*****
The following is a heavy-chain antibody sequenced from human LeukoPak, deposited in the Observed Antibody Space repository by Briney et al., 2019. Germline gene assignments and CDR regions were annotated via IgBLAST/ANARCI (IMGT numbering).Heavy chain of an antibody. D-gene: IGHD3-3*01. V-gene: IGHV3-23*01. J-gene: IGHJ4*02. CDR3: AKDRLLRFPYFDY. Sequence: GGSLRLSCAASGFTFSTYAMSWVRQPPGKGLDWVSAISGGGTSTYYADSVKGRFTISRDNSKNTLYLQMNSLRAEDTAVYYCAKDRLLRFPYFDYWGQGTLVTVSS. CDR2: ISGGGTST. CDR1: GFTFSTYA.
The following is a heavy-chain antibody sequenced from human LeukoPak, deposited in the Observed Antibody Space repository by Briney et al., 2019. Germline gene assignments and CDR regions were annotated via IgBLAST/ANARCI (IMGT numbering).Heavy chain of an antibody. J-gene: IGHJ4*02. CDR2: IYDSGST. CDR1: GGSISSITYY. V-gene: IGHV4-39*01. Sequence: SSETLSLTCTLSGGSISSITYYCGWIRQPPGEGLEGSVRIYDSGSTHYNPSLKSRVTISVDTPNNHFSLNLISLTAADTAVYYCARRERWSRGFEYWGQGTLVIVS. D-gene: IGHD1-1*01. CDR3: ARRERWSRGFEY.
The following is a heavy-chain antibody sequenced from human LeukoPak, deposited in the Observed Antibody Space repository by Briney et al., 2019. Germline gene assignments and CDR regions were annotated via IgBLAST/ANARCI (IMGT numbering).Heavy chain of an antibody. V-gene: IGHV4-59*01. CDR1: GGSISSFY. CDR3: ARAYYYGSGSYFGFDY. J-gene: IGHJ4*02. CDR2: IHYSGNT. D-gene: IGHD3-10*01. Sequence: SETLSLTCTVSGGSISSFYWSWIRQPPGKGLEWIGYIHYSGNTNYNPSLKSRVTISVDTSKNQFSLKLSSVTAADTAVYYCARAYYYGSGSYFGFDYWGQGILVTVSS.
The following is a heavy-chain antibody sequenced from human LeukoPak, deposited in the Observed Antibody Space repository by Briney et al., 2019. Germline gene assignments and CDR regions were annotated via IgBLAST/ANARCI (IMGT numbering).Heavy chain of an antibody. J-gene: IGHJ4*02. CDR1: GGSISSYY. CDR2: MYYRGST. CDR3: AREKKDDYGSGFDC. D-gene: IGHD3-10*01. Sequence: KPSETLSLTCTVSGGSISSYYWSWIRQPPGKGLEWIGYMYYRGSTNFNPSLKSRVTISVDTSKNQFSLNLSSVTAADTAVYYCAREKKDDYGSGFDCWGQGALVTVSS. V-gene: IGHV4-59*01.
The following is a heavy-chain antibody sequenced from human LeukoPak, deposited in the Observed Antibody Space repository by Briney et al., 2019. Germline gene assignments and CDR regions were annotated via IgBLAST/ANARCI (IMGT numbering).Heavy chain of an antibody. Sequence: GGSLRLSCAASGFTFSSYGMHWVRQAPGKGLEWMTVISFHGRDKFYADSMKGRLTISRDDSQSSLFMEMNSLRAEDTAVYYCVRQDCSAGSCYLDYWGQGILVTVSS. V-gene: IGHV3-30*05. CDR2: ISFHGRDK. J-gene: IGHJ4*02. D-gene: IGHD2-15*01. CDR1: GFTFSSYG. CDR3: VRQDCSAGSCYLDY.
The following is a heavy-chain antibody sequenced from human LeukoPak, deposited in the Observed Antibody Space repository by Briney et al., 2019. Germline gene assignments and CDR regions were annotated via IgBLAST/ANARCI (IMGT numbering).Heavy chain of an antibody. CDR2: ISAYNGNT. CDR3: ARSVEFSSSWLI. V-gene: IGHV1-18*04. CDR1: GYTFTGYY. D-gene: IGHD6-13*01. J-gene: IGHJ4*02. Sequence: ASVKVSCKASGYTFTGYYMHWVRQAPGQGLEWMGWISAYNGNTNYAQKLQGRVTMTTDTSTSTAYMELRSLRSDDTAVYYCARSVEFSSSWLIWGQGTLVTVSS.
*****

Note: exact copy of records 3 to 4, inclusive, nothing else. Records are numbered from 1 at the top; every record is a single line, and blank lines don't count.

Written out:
The following is a heavy-chain antibody sequenced from human LeukoPak, deposited in the Observed Antibody Space repository by Briney et al., 2019. Germline gene assignments and CDR regions were annotated via IgBLAST/ANARCI (IMGT numbering).Heavy chain of an antibody. V-gene: IGHV4-59*01. CDR1: GGSISSFY. CDR3: ARAYYYGSGSYFGFDY. J-gene: IGHJ4*02. CDR2: IHYSGNT. D-gene: IGHD3-10*01. Sequence: SETLSLTCTVSGGSISSFYWSWIRQPPGKGLEWIGYIHYSGNTNYNPSLKSRVTISVDTSKNQFSLKLSSVTAADTAVYYCARAYYYGSGSYFGFDYWGQGILVTVSS.
The following is a heavy-chain antibody sequenced from human LeukoPak, deposited in the Observed Antibody Space repository by Briney et al., 2019. Germline gene assignments and CDR regions were annotated via IgBLAST/ANARCI (IMGT numbering).Heavy chain of an antibody. J-gene: IGHJ4*02. CDR1: GGSISSYY. CDR2: MYYRGST. CDR3: AREKKDDYGSGFDC. D-gene: IGHD3-10*01. Sequence: KPSETLSLTCTVSGGSISSYYWSWIRQPPGKGLEWIGYMYYRGSTNFNPSLKSRVTISVDTSKNQFSLNLSSVTAADTAVYYCAREKKDDYGSGFDCWGQGALVTVSS. V-gene: IGHV4-59*01.